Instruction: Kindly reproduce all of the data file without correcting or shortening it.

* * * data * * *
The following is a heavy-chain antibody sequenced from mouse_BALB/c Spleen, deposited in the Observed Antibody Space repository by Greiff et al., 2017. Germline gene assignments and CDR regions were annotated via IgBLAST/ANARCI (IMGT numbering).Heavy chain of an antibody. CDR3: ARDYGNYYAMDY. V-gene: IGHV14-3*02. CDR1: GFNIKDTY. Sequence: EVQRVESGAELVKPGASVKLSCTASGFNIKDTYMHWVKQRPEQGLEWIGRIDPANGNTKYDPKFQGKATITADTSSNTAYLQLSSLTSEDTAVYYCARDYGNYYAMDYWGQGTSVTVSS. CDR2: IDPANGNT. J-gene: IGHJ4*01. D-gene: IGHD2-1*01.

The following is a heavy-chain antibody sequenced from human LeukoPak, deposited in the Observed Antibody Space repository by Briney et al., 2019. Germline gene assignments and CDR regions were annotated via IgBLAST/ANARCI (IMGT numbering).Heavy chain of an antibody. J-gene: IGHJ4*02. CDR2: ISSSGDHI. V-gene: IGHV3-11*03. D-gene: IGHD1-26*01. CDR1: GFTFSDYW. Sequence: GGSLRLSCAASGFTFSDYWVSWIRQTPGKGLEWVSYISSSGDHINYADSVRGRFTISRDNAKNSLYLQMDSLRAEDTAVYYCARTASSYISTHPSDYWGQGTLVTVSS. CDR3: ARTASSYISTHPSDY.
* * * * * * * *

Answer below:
The following is a heavy-chain antibody sequenced from mouse_BALB/c Spleen, deposited in the Observed Antibody Space repository by Greiff et al., 2017. Germline gene assignments and CDR regions were annotated via IgBLAST/ANARCI (IMGT numbering).Heavy chain of an antibody. CDR3: ARDYGNYYAMDY. V-gene: IGHV14-3*02. CDR1: GFNIKDTY. Sequence: EVQRVESGAELVKPGASVKLSCTASGFNIKDTYMHWVKQRPEQGLEWIGRIDPANGNTKYDPKFQGKATITADTSSNTAYLQLSSLTSEDTAVYYCARDYGNYYAMDYWGQGTSVTVSS. CDR2: IDPANGNT. J-gene: IGHJ4*01. D-gene: IGHD2-1*01.

The following is a heavy-chain antibody sequenced from human LeukoPak, deposited in the Observed Antibody Space repository by Briney et al., 2019. Germline gene assignments and CDR regions were annotated via IgBLAST/ANARCI (IMGT numbering).Heavy chain of an antibody. J-gene: IGHJ4*02. CDR2: ISSSGDHI. V-gene: IGHV3-11*03. D-gene: IGHD1-26*01. CDR1: GFTFSDYW. Sequence: GGSLRLSCAASGFTFSDYWVSWIRQTPGKGLEWVSYISSSGDHINYADSVRGRFTISRDNAKNSLYLQMDSLRAEDTAVYYCARTASSYISTHPSDYWGQGTLVTVSS. CDR3: ARTASSYISTHPSDY.